We just finished up with our second foster dog, a sweet and goofy blue pit bull named Antonio. In the shelter, he was anxious around the other dogs. He spent most of his time hanging out in staff members’ offices, but he still lost weight from the stress. In our home, he was a happy, snuggly, lump on our couch. Wherever we were, he liked to bulldoze himself between us. My boyfriend likened sleeping with him to cuddling with a rock. He quickly stole our hearts and we seriously considered keeping him, but were hopeful he’d find another home. With that hope in mind, after his two weeks with us, I returned him to the shelter. Dropping him off absolutely broke my heart. That guy did not want to be surrounded by barking dogs. He wanted to be in our bed. But less than 24 hours later, Antonio was on his way to his forever home with his perfect family and that felt really good.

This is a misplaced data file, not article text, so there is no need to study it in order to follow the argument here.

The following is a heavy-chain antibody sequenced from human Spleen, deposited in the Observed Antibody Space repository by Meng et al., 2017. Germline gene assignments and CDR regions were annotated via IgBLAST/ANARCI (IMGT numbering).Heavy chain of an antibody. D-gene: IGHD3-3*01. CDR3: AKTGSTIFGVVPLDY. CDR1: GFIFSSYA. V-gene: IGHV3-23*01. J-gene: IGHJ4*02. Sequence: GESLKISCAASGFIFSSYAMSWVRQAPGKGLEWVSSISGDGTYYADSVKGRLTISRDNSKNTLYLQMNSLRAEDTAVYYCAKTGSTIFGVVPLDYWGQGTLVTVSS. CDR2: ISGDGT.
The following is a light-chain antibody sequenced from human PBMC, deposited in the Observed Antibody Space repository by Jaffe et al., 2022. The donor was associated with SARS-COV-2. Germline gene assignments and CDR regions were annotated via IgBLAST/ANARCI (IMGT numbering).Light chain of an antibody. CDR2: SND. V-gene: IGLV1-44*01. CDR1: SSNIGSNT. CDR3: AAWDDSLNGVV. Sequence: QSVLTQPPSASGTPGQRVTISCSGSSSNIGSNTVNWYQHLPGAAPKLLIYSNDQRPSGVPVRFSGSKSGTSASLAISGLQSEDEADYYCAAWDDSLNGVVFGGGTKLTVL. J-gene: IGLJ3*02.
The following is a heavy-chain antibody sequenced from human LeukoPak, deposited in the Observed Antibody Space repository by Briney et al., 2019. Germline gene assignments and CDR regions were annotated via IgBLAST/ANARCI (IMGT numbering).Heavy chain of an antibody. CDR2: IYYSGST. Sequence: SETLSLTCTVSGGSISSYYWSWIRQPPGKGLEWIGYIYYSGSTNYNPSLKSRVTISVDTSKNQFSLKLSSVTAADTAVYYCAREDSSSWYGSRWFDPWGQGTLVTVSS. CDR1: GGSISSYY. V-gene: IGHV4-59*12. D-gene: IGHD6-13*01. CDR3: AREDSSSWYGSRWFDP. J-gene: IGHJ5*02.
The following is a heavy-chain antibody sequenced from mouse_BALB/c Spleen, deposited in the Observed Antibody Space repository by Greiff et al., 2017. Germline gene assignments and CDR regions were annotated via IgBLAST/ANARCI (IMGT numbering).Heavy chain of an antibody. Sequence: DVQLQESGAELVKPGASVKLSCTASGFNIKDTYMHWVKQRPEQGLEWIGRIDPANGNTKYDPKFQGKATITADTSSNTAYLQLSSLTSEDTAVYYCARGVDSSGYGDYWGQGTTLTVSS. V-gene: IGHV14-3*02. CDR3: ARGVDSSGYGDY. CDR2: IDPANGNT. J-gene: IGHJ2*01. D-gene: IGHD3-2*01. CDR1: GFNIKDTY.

This is what I’ve learned about fostering dogs so far:
- Fostering is flexible.
Different organizations have different needs, as do the animals they serve. The program at Adams County Animal Shelter allows us to take dogs short term based on our schedule. Keeping an animal for a week or two gives them a break from shelter life while allowing us to gather more information on how the dog does in a home environment. For our situation, foster care is a mini vacation for the dogs. Other dogs from ACAS may need a home to stay in until they find a permanent home and many rescue groups operate solely out of foster homes. Those animals typically need a place to stay in until they are adopted which could mean a longer commitment.
- Fostering is free.
Well, kind of. The shelter provides us with beds, toys, a crate and food, (but I can’t help myself from bringing home extra treats from The Happy Beast!) Any medical care is handled by the shelter veterinarian and the shelter covers the bill.
- Shelter dogs are amazing!